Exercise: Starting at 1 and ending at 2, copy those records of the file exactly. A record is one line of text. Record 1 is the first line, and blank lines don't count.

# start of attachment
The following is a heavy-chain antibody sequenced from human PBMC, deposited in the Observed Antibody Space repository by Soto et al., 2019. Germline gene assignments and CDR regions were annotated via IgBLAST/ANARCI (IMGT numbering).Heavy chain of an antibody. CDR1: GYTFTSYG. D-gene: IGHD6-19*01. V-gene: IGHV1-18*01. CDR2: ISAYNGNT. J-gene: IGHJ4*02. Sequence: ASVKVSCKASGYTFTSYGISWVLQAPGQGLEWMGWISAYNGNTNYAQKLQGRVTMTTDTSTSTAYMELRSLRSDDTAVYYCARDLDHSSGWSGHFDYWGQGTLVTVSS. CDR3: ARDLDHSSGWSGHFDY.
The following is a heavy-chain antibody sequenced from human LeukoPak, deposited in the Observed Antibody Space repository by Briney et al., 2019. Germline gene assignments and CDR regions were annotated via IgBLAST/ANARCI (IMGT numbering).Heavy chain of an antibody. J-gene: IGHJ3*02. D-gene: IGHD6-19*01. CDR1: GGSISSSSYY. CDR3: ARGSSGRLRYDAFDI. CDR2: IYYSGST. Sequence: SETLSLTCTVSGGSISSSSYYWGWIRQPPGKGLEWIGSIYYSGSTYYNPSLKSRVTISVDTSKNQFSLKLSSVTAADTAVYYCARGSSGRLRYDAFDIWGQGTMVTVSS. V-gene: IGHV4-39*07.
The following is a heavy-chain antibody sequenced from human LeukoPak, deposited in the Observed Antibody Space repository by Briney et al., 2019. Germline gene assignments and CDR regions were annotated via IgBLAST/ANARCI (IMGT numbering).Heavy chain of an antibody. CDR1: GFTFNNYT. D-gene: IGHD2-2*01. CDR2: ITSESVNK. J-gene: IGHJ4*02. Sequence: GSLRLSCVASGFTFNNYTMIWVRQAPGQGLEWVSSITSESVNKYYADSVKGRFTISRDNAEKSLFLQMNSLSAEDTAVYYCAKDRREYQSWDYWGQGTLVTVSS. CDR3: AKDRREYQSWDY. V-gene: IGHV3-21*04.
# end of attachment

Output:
The following is a heavy-chain antibody sequenced from human PBMC, deposited in the Observed Antibody Space repository by Soto et al., 2019. Germline gene assignments and CDR regions were annotated via IgBLAST/ANARCI (IMGT numbering).Heavy chain of an antibody. CDR1: GYTFTSYG. D-gene: IGHD6-19*01. V-gene: IGHV1-18*01. CDR2: ISAYNGNT. J-gene: IGHJ4*02. Sequence: ASVKVSCKASGYTFTSYGISWVLQAPGQGLEWMGWISAYNGNTNYAQKLQGRVTMTTDTSTSTAYMELRSLRSDDTAVYYCARDLDHSSGWSGHFDYWGQGTLVTVSS. CDR3: ARDLDHSSGWSGHFDY.
The following is a heavy-chain antibody sequenced from human LeukoPak, deposited in the Observed Antibody Space repository by Briney et al., 2019. Germline gene assignments and CDR regions were annotated via IgBLAST/ANARCI (IMGT numbering).Heavy chain of an antibody. J-gene: IGHJ3*02. D-gene: IGHD6-19*01. CDR1: GGSISSSSYY. CDR3: ARGSSGRLRYDAFDI. CDR2: IYYSGST. Sequence: SETLSLTCTVSGGSISSSSYYWGWIRQPPGKGLEWIGSIYYSGSTYYNPSLKSRVTISVDTSKNQFSLKLSSVTAADTAVYYCARGSSGRLRYDAFDIWGQGTMVTVSS. V-gene: IGHV4-39*07.